Episode 37: Child’s Play


1560s painting depicting children playing.
The 1560 painting “Children’s Games,” painted by Pieter Bruegel the Elder.

Question: What did kids do before Gameboy?
Answer: Everything.


Important works:

Nicholas Orme’s Medieval Children.

Barbara Hanawalt’s The Ties That Bound: Peasant Families in Medieval England.

Pieter Bruegel the Elder’s Children’s Games.

1/ Bringing Up Bebe, by Pamela Druckerman, is the book about how the French raise children. Achtung Baby, by Sara Zaske, is a similar book about Germany. There’s No Such Thing as Bad Weather tackles the subject from a Scandinavian point of view, and The Danish Way of Parenting will help you bring up tiny happy vikings. Battle Hymn of the Tiger Mother, by Amy Chua, is about how Asian (Asian American?) mothers push their offspring to academic success. There’s basically an endless number of these books purporting to tell parents the same secrets: how to get your kids to eat vegetables, do their homework, and occasionally let you talk to your spouse without interrupting so you don’t entirely lose your mind and sense of self. In my professional opinion, some of it works, some of it doesn’t, and whether you lose your sense of self is entirely up to you.

Jesse: The “weird” (and horrible) part is how integral colonialist and imperialist perspectives are to a lot of the views of childrearing that we are discussing at the beginning of this episode. A breathtaking sense of entitlement is required for anyone to hold the incredibly patronizing view that someone (probably a white, western woman) is “discovering” child rearing techniques used by non-western cultures (or even western cultures of which the aforementioned woman is not a part!). It doesn’t matter how many times the woman acknowledges her privilege, the whole concept is still colonialist nonsense.

Em: I looked up the chapter I’m referring to, and the writer’s claim is a bit more circumscribed–she merely suggests that births in small-group hunter-gatherer societies (which, as she describes them, are basically egalitarian utopias) are painless, relaxed, guided only by the wise elder women of the tribe, and also lead to babies that develop better moral sense than the poor babies whose mothers have things like epidurals and C-sections available. Relatedly, please, if you are ever looking at someone with a PhD and feeling intimidated, remember that there are a ton of PhD-having people who are basically idiots.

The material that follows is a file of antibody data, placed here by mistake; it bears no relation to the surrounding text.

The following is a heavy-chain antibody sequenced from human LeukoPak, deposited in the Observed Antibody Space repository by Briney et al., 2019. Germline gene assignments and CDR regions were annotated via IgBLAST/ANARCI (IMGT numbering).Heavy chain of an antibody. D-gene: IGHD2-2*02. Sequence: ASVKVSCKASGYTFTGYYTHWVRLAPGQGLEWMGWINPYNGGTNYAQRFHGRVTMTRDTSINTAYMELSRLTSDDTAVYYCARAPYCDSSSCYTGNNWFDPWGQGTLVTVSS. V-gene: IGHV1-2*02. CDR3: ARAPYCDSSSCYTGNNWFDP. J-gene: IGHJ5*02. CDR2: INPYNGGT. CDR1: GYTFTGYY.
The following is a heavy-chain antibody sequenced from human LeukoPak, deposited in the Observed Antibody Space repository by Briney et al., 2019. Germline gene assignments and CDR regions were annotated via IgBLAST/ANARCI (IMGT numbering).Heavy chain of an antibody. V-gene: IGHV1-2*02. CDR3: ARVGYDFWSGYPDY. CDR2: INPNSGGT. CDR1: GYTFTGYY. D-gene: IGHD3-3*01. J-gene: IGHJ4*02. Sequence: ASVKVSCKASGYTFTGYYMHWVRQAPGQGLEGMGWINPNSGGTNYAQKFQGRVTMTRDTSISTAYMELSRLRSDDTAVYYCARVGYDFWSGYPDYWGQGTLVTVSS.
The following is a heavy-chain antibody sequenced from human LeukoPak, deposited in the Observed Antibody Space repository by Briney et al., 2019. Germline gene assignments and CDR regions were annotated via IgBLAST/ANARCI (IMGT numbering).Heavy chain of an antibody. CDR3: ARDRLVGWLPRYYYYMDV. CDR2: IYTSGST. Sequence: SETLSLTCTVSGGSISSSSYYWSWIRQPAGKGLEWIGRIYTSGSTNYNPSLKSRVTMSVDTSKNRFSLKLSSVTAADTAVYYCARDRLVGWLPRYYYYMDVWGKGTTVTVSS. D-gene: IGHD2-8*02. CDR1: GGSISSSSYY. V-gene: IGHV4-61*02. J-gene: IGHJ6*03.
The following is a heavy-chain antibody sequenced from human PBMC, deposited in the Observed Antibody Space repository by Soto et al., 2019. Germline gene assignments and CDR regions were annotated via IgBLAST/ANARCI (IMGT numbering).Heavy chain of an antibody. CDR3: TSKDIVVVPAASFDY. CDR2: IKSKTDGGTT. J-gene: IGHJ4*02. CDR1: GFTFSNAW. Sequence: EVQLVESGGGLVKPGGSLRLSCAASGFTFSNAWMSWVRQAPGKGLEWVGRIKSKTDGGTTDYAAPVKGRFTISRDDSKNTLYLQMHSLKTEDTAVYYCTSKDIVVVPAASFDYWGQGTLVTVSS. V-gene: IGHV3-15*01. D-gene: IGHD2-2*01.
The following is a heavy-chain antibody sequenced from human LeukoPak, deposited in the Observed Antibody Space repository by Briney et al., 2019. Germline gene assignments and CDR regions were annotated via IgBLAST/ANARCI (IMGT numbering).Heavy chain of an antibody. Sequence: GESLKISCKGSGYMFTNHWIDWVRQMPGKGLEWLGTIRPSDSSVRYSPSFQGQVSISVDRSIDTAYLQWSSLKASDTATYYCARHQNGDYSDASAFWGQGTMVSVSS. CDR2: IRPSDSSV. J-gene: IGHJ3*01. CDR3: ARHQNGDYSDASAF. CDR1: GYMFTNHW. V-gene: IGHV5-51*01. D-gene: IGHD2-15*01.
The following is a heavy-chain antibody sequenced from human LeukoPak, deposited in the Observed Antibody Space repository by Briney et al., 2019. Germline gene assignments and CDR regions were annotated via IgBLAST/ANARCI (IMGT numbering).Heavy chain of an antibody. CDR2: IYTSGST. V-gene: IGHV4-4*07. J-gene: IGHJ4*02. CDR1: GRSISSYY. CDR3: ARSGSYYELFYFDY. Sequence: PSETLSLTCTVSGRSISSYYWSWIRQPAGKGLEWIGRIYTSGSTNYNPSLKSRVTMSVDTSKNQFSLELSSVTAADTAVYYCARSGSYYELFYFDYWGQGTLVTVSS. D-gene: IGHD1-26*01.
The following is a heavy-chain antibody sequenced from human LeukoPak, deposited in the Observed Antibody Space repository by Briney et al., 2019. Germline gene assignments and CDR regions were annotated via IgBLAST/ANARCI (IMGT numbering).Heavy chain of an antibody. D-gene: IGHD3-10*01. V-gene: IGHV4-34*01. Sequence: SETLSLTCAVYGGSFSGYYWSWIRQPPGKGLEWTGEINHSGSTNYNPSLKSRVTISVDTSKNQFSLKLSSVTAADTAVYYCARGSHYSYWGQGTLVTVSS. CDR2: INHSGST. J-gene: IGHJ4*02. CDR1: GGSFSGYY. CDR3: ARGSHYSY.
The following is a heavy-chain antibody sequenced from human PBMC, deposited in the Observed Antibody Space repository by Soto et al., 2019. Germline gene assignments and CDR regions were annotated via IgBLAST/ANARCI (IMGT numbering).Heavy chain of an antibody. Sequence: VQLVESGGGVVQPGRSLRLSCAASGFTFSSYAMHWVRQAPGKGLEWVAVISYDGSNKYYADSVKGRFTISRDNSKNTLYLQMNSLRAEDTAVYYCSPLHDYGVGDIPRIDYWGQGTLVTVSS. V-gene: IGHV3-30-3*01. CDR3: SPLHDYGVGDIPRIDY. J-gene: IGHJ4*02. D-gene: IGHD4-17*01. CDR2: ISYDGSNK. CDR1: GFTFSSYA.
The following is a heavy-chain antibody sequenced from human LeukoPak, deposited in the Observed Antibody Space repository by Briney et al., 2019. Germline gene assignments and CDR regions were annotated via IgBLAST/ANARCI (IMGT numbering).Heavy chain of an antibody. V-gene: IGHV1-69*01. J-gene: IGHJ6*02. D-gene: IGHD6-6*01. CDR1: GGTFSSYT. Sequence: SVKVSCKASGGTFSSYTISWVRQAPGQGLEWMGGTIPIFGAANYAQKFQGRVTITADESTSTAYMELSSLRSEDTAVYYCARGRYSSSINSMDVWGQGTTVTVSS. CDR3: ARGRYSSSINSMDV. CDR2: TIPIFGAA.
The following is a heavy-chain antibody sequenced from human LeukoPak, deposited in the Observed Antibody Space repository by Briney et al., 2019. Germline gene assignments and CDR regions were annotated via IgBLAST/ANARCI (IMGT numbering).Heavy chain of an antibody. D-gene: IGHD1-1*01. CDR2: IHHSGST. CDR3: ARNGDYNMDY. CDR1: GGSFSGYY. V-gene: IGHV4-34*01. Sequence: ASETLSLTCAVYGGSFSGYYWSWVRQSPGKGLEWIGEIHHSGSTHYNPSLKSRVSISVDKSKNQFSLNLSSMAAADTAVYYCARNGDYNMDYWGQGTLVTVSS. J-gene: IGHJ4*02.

2/ Jesse: I just went to see Free Guy (with Ryan Renolds and Taika Waititi), and there is a nice discussion about the importance and fun of swings.

3/ Pet rock.

4/ A roulette wheel actually has 37, 38, or 39 spaces, depending on if you are playing the single/double/triple zero version. Please credit this podcast when you win $2 off a guy in a pub.

5/ In Terry Pratchett’s Snuff, young Sam (Commander Sam Vimes’s son) very happily collects animal poo.

6/ Hula hoops are most closely related to an Australian exercise hoop made from bamboo brought back to the US in the 1950s, but hoops have been used for various reasons throughout history, the hoop dance being only one example. Check out the Tiktok of hoop dancer James Jones for a sample.

The toy/toys mentioned in Gilgamesh is/are actually called “pukku” and “mikku.” They appear in tablet XII, which contains a story of Enkidu glimpsing the underworld, as a sort of preview of his death at the end of the poem. Nobody is entirely sure what they are (at least, per The Babylonian Gilgamesh Epic: Introduction, Critical Edition, and Cuneiform Texts, vol. 2, A. R. George, Oxford University Press, 2003, see p. 898). Based on context, a mikku is something made from a long stick, and a pukku is made from a tree trunk. So hoop and stick is a possible translation, or drum/drumstick, or any number of other things. Other poems describe people fighting battles as “clash[ing] together like pukku and mekku” or send[ing] heads rolling like heavy pukkus.” This issue comes up more than you’d think in literature, where we often have no idea what certain things that were very familiar to the authors were, just because the world has changed so much. Bill Bryson mentions a 19th century shaker that sat on Victorian tables alongside salt and pepper–no one knows what it contained.

7/ Cripple Mr Onion is actually a card game similar in some respects to poker and blackjack (summary with rules here).

8/ The Last Dance includes a famous scene of Michael Jordan playing “quarters” (the game where you toss a quarter close to–but not touching–a wall, and the closest player wins).

9/ Em: When I say “we” were prevented from playing with matches, I mean me and my siblings–Jesse, as far as we know, was a perfect child who did not try such a thing. Or didn’t get caught.

10/ The Seventh Seal contains the most famous depiction of a medieval dance line.

11/ The Manneken Pis. Brussels is super proud of this statue for some reason. [Jesse: I mean, it’s pretty cool!]

Jeanneke Pis: gender equality for the win!